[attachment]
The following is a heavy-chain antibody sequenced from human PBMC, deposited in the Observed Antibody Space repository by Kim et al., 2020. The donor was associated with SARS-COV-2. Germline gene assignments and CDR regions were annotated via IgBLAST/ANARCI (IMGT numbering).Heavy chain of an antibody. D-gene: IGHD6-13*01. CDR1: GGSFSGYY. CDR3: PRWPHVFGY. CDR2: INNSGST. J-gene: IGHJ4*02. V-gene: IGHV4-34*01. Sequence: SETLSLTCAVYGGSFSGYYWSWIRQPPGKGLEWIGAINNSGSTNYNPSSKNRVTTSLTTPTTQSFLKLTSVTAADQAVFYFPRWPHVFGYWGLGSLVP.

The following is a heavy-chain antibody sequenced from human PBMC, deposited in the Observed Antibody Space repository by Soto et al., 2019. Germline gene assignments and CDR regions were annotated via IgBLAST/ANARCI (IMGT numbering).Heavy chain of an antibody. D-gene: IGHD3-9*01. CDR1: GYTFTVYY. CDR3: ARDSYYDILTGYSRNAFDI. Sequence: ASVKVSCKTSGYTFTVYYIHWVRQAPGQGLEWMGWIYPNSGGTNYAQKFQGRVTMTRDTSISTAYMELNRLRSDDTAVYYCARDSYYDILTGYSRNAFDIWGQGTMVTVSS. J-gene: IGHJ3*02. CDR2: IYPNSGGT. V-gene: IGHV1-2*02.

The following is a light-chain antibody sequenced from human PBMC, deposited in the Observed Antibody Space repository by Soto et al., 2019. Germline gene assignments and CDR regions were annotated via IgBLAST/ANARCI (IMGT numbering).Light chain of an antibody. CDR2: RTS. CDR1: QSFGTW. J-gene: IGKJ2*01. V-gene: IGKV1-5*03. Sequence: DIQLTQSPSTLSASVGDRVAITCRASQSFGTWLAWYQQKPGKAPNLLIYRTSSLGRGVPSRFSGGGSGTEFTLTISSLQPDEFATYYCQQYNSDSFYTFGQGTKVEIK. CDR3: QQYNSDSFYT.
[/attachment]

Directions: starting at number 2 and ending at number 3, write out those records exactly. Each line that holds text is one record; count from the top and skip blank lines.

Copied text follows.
The following is a heavy-chain antibody sequenced from human PBMC, deposited in the Observed Antibody Space repository by Soto et al., 2019. Germline gene assignments and CDR regions were annotated via IgBLAST/ANARCI (IMGT numbering).Heavy chain of an antibody. D-gene: IGHD3-9*01. CDR1: GYTFTVYY. CDR3: ARDSYYDILTGYSRNAFDI. Sequence: ASVKVSCKTSGYTFTVYYIHWVRQAPGQGLEWMGWIYPNSGGTNYAQKFQGRVTMTRDTSISTAYMELNRLRSDDTAVYYCARDSYYDILTGYSRNAFDIWGQGTMVTVSS. J-gene: IGHJ3*02. CDR2: IYPNSGGT. V-gene: IGHV1-2*02.

The following is a light-chain antibody sequenced from human PBMC, deposited in the Observed Antibody Space repository by Soto et al., 2019. Germline gene assignments and CDR regions were annotated via IgBLAST/ANARCI (IMGT numbering).Light chain of an antibody. CDR2: RTS. CDR1: QSFGTW. J-gene: IGKJ2*01. V-gene: IGKV1-5*03. Sequence: DIQLTQSPSTLSASVGDRVAITCRASQSFGTWLAWYQQKPGKAPNLLIYRTSSLGRGVPSRFSGGGSGTEFTLTISSLQPDEFATYYCQQYNSDSFYTFGQGTKVEIK. CDR3: QQYNSDSFYT.